At this point, my main motivation is pragmatism. The next couple of months are critical in the course of the pandemic. As national health experts and the Biden administration are pointing out repeatedly, we need to be cautious in ending pandemic protection measures until we have a much higher level of protection among the general public. Texas and a number of states have, as they did in previous waves, lifted restrictions too soon. Governor Cuomo will continue to follow the science to keep us from having a large spike in cases. He is also setting up vaccine sites among underserved populations, trying to address the health and social inequities that caused people of color and those with low income to be hit hardest by the pandemic. I don’t think the New York State legislature is nimble enough to address these issues and I’m not sure if Cuomo’s prior executive actions would stay in force if Lt. Gov. Hochul were to become governor.

Also, the budget negotiations will be very difficult. In New York, for a number of complicated historical reasons, the budget gets hammered out largely by the governor, the speaker of the Assembly, and the majority leader of the Senate. The budget also includes a lot of non-budgetary legislation; one hot topic in the last several fiscal years has been the legalization of recreational marijuana. I don’t think it would be fair to expect Hochul to be thrown into the midst of that process with the deadline coming up in three weeks.

I have often written about how the stress of our governmental function adds to my personal stressors. After the November election, I had hoped that, by this time, the governmental stress might have eased more than it actually has. With the aftermath of the insurrection and the state of the Republican party on the national level and the upheavals with Governor Cuomo, my hopes were not fully realized.

But, hey, what’s life without stress?

I’ll never know.

Governor Cuomo

During the pandemic, I have listened to dozens and dozens of press briefings with New York Governor Andrew Cuomo. I appreciated his updates on COVID, the latest medical findings, and what New York was doing to address the illness and all the other issues that arose from it. I live in upstate New York, so the information he provided was especially relevant to me, but there were many around the United States and even abroad who tuned in.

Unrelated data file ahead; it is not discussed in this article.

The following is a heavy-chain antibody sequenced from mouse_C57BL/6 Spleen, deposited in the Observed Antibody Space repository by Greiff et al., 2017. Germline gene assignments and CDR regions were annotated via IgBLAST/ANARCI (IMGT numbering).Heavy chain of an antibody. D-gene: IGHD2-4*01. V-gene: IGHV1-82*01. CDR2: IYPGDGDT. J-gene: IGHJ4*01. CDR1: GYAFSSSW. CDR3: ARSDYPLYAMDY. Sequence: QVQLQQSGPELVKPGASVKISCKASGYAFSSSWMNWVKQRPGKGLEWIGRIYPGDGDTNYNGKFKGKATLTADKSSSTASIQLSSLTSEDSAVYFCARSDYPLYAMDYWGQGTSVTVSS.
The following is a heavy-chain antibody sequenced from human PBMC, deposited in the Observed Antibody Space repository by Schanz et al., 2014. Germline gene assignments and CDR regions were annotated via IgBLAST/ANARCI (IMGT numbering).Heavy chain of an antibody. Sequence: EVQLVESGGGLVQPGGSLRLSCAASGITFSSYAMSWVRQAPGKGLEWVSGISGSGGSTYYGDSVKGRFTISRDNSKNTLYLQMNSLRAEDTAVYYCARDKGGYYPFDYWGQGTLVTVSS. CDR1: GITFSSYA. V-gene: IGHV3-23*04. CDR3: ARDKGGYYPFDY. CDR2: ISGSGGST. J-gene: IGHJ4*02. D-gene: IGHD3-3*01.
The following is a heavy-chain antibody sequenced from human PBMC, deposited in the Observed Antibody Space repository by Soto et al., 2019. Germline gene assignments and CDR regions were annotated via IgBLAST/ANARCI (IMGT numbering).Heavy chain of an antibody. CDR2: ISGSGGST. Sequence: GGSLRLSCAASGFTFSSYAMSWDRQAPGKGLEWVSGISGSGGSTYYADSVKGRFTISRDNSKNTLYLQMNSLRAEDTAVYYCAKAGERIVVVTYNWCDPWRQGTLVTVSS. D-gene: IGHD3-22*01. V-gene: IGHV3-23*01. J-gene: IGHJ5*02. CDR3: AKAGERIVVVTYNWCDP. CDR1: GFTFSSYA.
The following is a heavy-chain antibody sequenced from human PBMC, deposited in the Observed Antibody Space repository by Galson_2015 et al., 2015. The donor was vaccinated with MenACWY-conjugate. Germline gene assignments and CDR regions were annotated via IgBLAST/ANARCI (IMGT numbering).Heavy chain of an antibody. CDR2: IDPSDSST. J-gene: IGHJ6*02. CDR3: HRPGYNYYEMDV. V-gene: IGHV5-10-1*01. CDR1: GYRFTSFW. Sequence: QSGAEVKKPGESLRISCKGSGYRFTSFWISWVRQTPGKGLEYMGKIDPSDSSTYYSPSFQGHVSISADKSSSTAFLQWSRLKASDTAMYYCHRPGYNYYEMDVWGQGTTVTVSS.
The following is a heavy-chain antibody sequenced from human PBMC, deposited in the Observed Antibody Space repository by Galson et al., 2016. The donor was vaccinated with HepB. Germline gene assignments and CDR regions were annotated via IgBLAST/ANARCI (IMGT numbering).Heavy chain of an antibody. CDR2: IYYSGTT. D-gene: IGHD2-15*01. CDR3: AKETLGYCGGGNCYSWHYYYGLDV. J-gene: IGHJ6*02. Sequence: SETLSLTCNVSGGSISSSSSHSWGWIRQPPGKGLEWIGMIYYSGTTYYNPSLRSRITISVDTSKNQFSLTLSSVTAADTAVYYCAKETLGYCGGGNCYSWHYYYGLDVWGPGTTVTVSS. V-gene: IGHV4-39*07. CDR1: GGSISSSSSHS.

In recent weeks, there have been legislators and press members who have been critical of the governor and his administration’s handling of the reporting of deaths in relation to nursing homes. The state reported deaths by where they occurred; people who died in hospitals were reported as hospital deaths, even if they had been nursing home residents prior to hospital admission. This was the state’s consistent practice and one which was straightforward and easy to compile from death certificates. All COVID deaths in the state were reported, categorized by place of death.

The problem arose because legislators and the press wanted to know how many nursing home residents later died in hospitals and how many formerly hospitalized patients died in nursing homes. This information is more difficult to compile and the governor’s staff, who worked seven days a week for months on end, did not have time to comb through all the records to assemble a report. Unfortunately, this was perceived as a cover-up of something nefarious and things have gotten totally out of hand with accusations flying everywhere.

I am annoyed at those in the legislature who are upset with the governor over this. When they requested the information they were not in session. Like many states, the New York legislature only convenes part of the year, usually January through June. If the legislature wanted this information, they could have offered to have the legislative staff compile it, rather than expecting the executive staff to add it to their already long list of duties.